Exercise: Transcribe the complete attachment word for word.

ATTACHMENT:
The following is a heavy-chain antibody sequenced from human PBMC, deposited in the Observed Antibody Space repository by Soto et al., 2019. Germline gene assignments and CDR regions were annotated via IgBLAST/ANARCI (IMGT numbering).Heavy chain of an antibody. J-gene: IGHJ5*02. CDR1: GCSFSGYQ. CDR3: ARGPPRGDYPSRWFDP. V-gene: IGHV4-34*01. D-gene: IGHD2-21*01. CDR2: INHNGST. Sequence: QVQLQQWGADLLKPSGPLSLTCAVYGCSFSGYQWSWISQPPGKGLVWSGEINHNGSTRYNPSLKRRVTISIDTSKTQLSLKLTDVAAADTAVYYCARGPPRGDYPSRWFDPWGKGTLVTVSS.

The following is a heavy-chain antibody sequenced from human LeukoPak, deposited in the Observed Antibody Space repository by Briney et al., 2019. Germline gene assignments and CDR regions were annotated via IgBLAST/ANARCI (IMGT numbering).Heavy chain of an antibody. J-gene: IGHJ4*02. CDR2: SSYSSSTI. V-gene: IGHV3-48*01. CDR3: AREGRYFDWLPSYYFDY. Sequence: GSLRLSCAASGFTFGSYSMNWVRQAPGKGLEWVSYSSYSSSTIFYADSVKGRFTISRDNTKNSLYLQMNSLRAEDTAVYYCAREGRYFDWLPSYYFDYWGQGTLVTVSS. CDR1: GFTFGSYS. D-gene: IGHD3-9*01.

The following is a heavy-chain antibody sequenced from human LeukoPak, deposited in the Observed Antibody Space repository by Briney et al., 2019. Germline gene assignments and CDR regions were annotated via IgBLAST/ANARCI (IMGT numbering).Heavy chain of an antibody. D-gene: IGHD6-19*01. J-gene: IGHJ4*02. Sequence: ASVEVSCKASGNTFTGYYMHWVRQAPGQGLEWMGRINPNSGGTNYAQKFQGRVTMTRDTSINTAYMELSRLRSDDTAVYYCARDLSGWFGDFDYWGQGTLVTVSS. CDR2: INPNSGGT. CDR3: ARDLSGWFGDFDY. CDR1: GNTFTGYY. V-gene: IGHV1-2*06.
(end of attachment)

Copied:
The following is a heavy-chain antibody sequenced from human PBMC, deposited in the Observed Antibody Space repository by Soto et al., 2019. Germline gene assignments and CDR regions were annotated via IgBLAST/ANARCI (IMGT numbering).Heavy chain of an antibody. J-gene: IGHJ5*02. CDR1: GCSFSGYQ. CDR3: ARGPPRGDYPSRWFDP. V-gene: IGHV4-34*01. D-gene: IGHD2-21*01. CDR2: INHNGST. Sequence: QVQLQQWGADLLKPSGPLSLTCAVYGCSFSGYQWSWISQPPGKGLVWSGEINHNGSTRYNPSLKRRVTISIDTSKTQLSLKLTDVAAADTAVYYCARGPPRGDYPSRWFDPWGKGTLVTVSS.

The following is a heavy-chain antibody sequenced from human LeukoPak, deposited in the Observed Antibody Space repository by Briney et al., 2019. Germline gene assignments and CDR regions were annotated via IgBLAST/ANARCI (IMGT numbering).Heavy chain of an antibody. J-gene: IGHJ4*02. CDR2: SSYSSSTI. V-gene: IGHV3-48*01. CDR3: AREGRYFDWLPSYYFDY. Sequence: GSLRLSCAASGFTFGSYSMNWVRQAPGKGLEWVSYSSYSSSTIFYADSVKGRFTISRDNTKNSLYLQMNSLRAEDTAVYYCAREGRYFDWLPSYYFDYWGQGTLVTVSS. CDR1: GFTFGSYS. D-gene: IGHD3-9*01.

The following is a heavy-chain antibody sequenced from human LeukoPak, deposited in the Observed Antibody Space repository by Briney et al., 2019. Germline gene assignments and CDR regions were annotated via IgBLAST/ANARCI (IMGT numbering).Heavy chain of an antibody. D-gene: IGHD6-19*01. J-gene: IGHJ4*02. Sequence: ASVEVSCKASGNTFTGYYMHWVRQAPGQGLEWMGRINPNSGGTNYAQKFQGRVTMTRDTSINTAYMELSRLRSDDTAVYYCARDLSGWFGDFDYWGQGTLVTVSS. CDR2: INPNSGGT. CDR3: ARDLSGWFGDFDY. CDR1: GNTFTGYY. V-gene: IGHV1-2*06.